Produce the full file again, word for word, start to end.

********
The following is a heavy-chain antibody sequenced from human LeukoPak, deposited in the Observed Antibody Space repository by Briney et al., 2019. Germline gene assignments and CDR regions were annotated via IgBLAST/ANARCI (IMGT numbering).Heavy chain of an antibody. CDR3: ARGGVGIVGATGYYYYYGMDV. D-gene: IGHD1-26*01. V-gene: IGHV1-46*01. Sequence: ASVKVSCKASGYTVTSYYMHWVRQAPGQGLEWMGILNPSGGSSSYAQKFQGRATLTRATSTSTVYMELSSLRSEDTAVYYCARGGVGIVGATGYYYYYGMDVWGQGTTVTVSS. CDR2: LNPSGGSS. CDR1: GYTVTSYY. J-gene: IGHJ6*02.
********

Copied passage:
The following is a heavy-chain antibody sequenced from human LeukoPak, deposited in the Observed Antibody Space repository by Briney et al., 2019. Germline gene assignments and CDR regions were annotated via IgBLAST/ANARCI (IMGT numbering).Heavy chain of an antibody. CDR3: ARGGVGIVGATGYYYYYGMDV. D-gene: IGHD1-26*01. V-gene: IGHV1-46*01. Sequence: ASVKVSCKASGYTVTSYYMHWVRQAPGQGLEWMGILNPSGGSSSYAQKFQGRATLTRATSTSTVYMELSSLRSEDTAVYYCARGGVGIVGATGYYYYYGMDVWGQGTTVTVSS. CDR2: LNPSGGSS. CDR1: GYTVTSYY. J-gene: IGHJ6*02.